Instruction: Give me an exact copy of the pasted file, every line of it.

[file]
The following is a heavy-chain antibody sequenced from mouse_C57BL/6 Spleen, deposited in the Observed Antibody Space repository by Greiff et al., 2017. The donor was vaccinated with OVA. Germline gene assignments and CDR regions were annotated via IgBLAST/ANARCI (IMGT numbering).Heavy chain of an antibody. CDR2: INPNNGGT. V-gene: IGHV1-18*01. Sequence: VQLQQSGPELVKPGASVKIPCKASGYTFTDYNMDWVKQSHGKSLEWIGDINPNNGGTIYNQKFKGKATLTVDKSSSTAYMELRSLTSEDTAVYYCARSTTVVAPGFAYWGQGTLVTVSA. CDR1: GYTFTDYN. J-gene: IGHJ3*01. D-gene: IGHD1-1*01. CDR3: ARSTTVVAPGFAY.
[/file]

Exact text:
The following is a heavy-chain antibody sequenced from mouse_C57BL/6 Spleen, deposited in the Observed Antibody Space repository by Greiff et al., 2017. The donor was vaccinated with OVA. Germline gene assignments and CDR regions were annotated via IgBLAST/ANARCI (IMGT numbering).Heavy chain of an antibody. CDR2: INPNNGGT. V-gene: IGHV1-18*01. Sequence: VQLQQSGPELVKPGASVKIPCKASGYTFTDYNMDWVKQSHGKSLEWIGDINPNNGGTIYNQKFKGKATLTVDKSSSTAYMELRSLTSEDTAVYYCARSTTVVAPGFAYWGQGTLVTVSA. CDR1: GYTFTDYN. J-gene: IGHJ3*01. D-gene: IGHD1-1*01. CDR3: ARSTTVVAPGFAY.